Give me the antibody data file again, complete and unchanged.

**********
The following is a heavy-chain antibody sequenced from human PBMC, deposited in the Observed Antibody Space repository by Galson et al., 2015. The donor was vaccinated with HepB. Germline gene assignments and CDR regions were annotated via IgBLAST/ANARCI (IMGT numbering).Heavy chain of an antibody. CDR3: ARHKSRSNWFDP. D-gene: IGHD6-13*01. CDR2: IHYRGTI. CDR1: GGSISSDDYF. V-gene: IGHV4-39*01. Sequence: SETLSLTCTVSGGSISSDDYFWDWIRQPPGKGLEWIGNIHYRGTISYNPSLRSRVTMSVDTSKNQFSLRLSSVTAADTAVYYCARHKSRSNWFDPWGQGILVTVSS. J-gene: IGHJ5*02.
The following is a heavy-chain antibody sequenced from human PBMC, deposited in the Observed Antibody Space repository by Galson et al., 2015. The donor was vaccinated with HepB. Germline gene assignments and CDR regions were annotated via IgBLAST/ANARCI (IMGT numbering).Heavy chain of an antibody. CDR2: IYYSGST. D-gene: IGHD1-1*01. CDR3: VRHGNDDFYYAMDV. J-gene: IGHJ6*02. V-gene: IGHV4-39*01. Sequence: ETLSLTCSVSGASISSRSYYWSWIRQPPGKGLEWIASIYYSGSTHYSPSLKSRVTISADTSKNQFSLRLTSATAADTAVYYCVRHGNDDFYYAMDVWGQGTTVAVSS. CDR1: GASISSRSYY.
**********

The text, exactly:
The following is a heavy-chain antibody sequenced from human PBMC, deposited in the Observed Antibody Space repository by Galson et al., 2015. The donor was vaccinated with HepB. Germline gene assignments and CDR regions were annotated via IgBLAST/ANARCI (IMGT numbering).Heavy chain of an antibody. CDR3: ARHKSRSNWFDP. D-gene: IGHD6-13*01. CDR2: IHYRGTI. CDR1: GGSISSDDYF. V-gene: IGHV4-39*01. Sequence: SETLSLTCTVSGGSISSDDYFWDWIRQPPGKGLEWIGNIHYRGTISYNPSLRSRVTMSVDTSKNQFSLRLSSVTAADTAVYYCARHKSRSNWFDPWGQGILVTVSS. J-gene: IGHJ5*02.
The following is a heavy-chain antibody sequenced from human PBMC, deposited in the Observed Antibody Space repository by Galson et al., 2015. The donor was vaccinated with HepB. Germline gene assignments and CDR regions were annotated via IgBLAST/ANARCI (IMGT numbering).Heavy chain of an antibody. CDR2: IYYSGST. D-gene: IGHD1-1*01. CDR3: VRHGNDDFYYAMDV. J-gene: IGHJ6*02. V-gene: IGHV4-39*01. Sequence: ETLSLTCSVSGASISSRSYYWSWIRQPPGKGLEWIASIYYSGSTHYSPSLKSRVTISADTSKNQFSLRLTSATAADTAVYYCVRHGNDDFYYAMDVWGQGTTVAVSS. CDR1: GASISSRSYY.